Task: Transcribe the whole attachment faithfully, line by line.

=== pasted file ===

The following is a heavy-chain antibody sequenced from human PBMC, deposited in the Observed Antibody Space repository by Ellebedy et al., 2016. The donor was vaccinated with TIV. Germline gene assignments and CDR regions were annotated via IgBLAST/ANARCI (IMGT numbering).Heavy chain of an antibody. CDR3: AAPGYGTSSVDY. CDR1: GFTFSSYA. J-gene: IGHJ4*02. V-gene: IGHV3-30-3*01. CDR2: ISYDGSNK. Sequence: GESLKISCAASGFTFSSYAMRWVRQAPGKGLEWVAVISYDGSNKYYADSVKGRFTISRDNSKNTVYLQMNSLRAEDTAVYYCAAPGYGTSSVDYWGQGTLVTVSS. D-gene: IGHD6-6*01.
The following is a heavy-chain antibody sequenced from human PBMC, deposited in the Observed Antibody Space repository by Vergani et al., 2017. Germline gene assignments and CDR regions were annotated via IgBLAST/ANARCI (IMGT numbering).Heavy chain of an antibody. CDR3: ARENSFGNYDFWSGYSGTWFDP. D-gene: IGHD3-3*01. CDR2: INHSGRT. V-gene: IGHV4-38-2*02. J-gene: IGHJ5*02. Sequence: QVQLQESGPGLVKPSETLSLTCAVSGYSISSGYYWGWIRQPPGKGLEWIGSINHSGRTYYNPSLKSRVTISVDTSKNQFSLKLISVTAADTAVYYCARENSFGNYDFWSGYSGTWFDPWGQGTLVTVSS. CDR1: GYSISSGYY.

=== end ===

The following is a heavy-chain antibody sequenced from human PBMC, deposited in the Observed Antibody Space repository by Ellebedy et al., 2016. The donor was vaccinated with TIV. Germline gene assignments and CDR regions were annotated via IgBLAST/ANARCI (IMGT numbering).Heavy chain of an antibody. CDR3: AAPGYGTSSVDY. CDR1: GFTFSSYA. J-gene: IGHJ4*02. V-gene: IGHV3-30-3*01. CDR2: ISYDGSNK. Sequence: GESLKISCAASGFTFSSYAMRWVRQAPGKGLEWVAVISYDGSNKYYADSVKGRFTISRDNSKNTVYLQMNSLRAEDTAVYYCAAPGYGTSSVDYWGQGTLVTVSS. D-gene: IGHD6-6*01.
The following is a heavy-chain antibody sequenced from human PBMC, deposited in the Observed Antibody Space repository by Vergani et al., 2017. Germline gene assignments and CDR regions were annotated via IgBLAST/ANARCI (IMGT numbering).Heavy chain of an antibody. CDR3: ARENSFGNYDFWSGYSGTWFDP. D-gene: IGHD3-3*01. CDR2: INHSGRT. V-gene: IGHV4-38-2*02. J-gene: IGHJ5*02. Sequence: QVQLQESGPGLVKPSETLSLTCAVSGYSISSGYYWGWIRQPPGKGLEWIGSINHSGRTYYNPSLKSRVTISVDTSKNQFSLKLISVTAADTAVYYCARENSFGNYDFWSGYSGTWFDPWGQGTLVTVSS. CDR1: GYSISSGYY.